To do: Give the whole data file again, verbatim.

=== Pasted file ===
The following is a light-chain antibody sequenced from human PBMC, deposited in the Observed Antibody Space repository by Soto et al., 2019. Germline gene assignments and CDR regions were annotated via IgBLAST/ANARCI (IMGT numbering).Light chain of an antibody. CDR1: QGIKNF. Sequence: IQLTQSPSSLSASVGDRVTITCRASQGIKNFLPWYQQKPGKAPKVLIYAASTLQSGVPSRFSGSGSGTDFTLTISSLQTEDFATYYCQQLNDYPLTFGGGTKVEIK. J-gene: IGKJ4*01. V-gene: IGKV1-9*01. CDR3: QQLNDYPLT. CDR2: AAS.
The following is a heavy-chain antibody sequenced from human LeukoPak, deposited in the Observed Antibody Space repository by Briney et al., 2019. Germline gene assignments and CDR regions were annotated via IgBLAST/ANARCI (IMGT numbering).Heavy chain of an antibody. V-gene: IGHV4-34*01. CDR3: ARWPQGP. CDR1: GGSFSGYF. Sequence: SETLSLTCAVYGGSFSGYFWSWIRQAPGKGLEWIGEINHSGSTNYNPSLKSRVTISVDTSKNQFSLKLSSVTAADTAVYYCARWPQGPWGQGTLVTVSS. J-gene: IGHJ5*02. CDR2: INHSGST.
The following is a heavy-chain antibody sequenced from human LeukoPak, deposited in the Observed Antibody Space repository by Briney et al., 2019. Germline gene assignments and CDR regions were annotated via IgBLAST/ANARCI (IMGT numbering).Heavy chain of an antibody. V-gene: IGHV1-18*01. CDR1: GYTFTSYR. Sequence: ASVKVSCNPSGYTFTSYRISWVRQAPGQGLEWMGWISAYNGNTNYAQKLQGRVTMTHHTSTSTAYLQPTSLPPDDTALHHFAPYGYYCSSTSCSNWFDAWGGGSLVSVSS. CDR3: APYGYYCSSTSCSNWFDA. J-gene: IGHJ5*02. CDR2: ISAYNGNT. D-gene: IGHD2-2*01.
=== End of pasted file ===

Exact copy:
The following is a light-chain antibody sequenced from human PBMC, deposited in the Observed Antibody Space repository by Soto et al., 2019. Germline gene assignments and CDR regions were annotated via IgBLAST/ANARCI (IMGT numbering).Light chain of an antibody. CDR1: QGIKNF. Sequence: IQLTQSPSSLSASVGDRVTITCRASQGIKNFLPWYQQKPGKAPKVLIYAASTLQSGVPSRFSGSGSGTDFTLTISSLQTEDFATYYCQQLNDYPLTFGGGTKVEIK. J-gene: IGKJ4*01. V-gene: IGKV1-9*01. CDR3: QQLNDYPLT. CDR2: AAS.
The following is a heavy-chain antibody sequenced from human LeukoPak, deposited in the Observed Antibody Space repository by Briney et al., 2019. Germline gene assignments and CDR regions were annotated via IgBLAST/ANARCI (IMGT numbering).Heavy chain of an antibody. V-gene: IGHV4-34*01. CDR3: ARWPQGP. CDR1: GGSFSGYF. Sequence: SETLSLTCAVYGGSFSGYFWSWIRQAPGKGLEWIGEINHSGSTNYNPSLKSRVTISVDTSKNQFSLKLSSVTAADTAVYYCARWPQGPWGQGTLVTVSS. J-gene: IGHJ5*02. CDR2: INHSGST.
The following is a heavy-chain antibody sequenced from human LeukoPak, deposited in the Observed Antibody Space repository by Briney et al., 2019. Germline gene assignments and CDR regions were annotated via IgBLAST/ANARCI (IMGT numbering).Heavy chain of an antibody. V-gene: IGHV1-18*01. CDR1: GYTFTSYR. Sequence: ASVKVSCNPSGYTFTSYRISWVRQAPGQGLEWMGWISAYNGNTNYAQKLQGRVTMTHHTSTSTAYLQPTSLPPDDTALHHFAPYGYYCSSTSCSNWFDAWGGGSLVSVSS. CDR3: APYGYYCSSTSCSNWFDA. J-gene: IGHJ5*02. CDR2: ISAYNGNT. D-gene: IGHD2-2*01.